Black could have put up more resistance with 21...d3, but after <koster>'s idea of 22. Bd2! White seems to control the position for a decisive win. An analysis with Fritz 8 follows:
21... d3!? 22. Bd2! (Perhaps not so effective here is 22. Re4!? Qb6+ 23. Kf1 Rad8 24. Rd1 h5 25. Bh6 Qb5 26. Rd2 Qc5 27. g4 Qc1+ 28. Re1 Qc5 29. gxh5 gxh5 30. Rg2 Rg8 31. Nxg8 Rxg8 32. Rxg8+ Kxg8 33. Re4 Kh7 34. Be3 Qe7 35. Bc4 f5 36. Rd4 c5 37. Rxd3 Qxe5 38. b3 b6 39. a3 h4 40. Bd2 Kg6 with some practical survival chances for Black.) 22... Qd4+ 23. Kh1 Qxb2 24. Ne4 Qa3 25. Bc3 d2 26. Bxd2 Rae8 27. Nd6 Kg8 28. Bh6 Re7 29. Re2 a5 30. Rf1 a4 31. Bxf8 Kxf8 32. Bxf7 Kg7 33. Ne8+ Kh8 34. e6 Qd3 35. Ree1 Qc2 36. Nf6 Qxa2 37. Ng8 and White wins (
+6.75 @ 14 depth & 1260kN/s).
|Jul-25-05|| ||patzer2: Although it's not clear whether it's a forced winning combination, the clearance move 15. e5! is an outstanding positional sacrifice. Certainly it played a key role in setting up the winning 19. Qxe5! sacrfice.|
|Jan-22-09|| ||Extremophile: 19.Qxe5 is not a sacrifice! White wins material by 19.Qxe5.|
|Jan-22-09|| ||andymac: "Victor: Laszlo" would have been slightly better, I think, but still an excellent pun. Also a great movie, of course.|
|Jan-22-09|| ||Andrijadj: Music Box,right?The movie...|
|Jan-22-09|| ||blue wave: 18.f4! a killer move!!|
|Jan-22-09|| ||kevin86: A queen is a strong piece,but white will have a mere two bishops and rook for her-a winning margin...|
|Jan-22-09|| ||xrt999: CG has 19.Qhx5 listed as a sac, but technically the queen is being attacked, and has no square to move to, so I really dont think this fits the definition of a sacrifice. |
Now, if the queen had a square to move to safety and instead opted for this line, then yes, I would call it a sacrifice.
In other words, the true sac is 18.f4, it locks the queen into black's position with no safety squre.
So, the notation above should say "Q sac: 18.f4". Just my opinion.
|Jan-22-09|| ||xrt999: I mean 19.Qxe5 of course.
I like this game because it shows that chess is not always so clear when it comes to material. You have to consider many other facets such as the quality of pieces, the degree of attack and defense, and position. (or time and space, in addition to material). In all cases white is ahead, but is down a full piece. (Q-P-P to B-B-N)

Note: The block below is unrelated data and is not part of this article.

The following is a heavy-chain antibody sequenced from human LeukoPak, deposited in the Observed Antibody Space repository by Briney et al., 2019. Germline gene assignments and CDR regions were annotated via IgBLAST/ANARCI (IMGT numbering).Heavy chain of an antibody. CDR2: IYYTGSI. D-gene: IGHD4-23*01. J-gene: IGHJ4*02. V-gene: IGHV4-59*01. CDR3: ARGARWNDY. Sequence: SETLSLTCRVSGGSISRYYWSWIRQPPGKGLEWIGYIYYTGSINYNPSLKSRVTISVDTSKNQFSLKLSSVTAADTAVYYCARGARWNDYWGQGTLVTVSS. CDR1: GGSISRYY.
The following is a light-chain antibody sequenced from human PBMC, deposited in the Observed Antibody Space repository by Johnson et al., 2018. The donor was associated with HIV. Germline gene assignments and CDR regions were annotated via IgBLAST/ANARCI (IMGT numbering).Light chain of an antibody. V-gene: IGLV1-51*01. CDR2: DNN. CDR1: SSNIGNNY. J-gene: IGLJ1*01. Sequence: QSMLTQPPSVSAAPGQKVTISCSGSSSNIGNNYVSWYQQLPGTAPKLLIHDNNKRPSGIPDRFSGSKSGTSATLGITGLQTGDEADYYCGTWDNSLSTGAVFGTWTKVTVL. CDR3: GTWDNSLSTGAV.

Even if one was advanced enough to be able to calculate such a position from move 18 through 21, and see the board as it is at move 21, you still would need to be able to evaluate the nuances that I referenced above, and be convinced enough to go forward with a move like 18.f4. This is the sign of a great GM level player.
Thanks CG for showcasing this game.
|Jan-22-09|| ||Travis Bickle: The art of attack!|
|Jan-22-09|| ||njchess: Nice game. White's attack is crushingly accurate.
< Andrijadj: Music Box,right?The movie...>
Victor Laszlo is a reference to a character portrayed by Paul Henreid from the classic film Casablanca (1942) starring Humphrey Bogart, Ingrid Bergman, and Claude Rains. Nice pun.
|Jan-22-09|| ||Once: Stunning game, and a good Casablanca pun to boot. Thanks, CG, for making this a very worthy GOTD.|
The only downside is the realisation that no matter how much I practice I can never imagine myself finding white's 19th. I can well believe that this is one of the toughest Sundays ever.
|Jan-22-09|| ||WhiteRook48: amazing choice for GOTD, but I usually can't get puns and not on this one either. I'm a total patzer. Well, most of the time.|
|Jan-24-09|| ||Andrijadj: Thanks Njchess...Main antagonist of the famous film Music Box is also called laszlo,but Mischa,not Victor...I made a mistake...|
|Apr-12-09|| ||WhiteRook48: 26 Ne8+ now Black is the one sacrificing|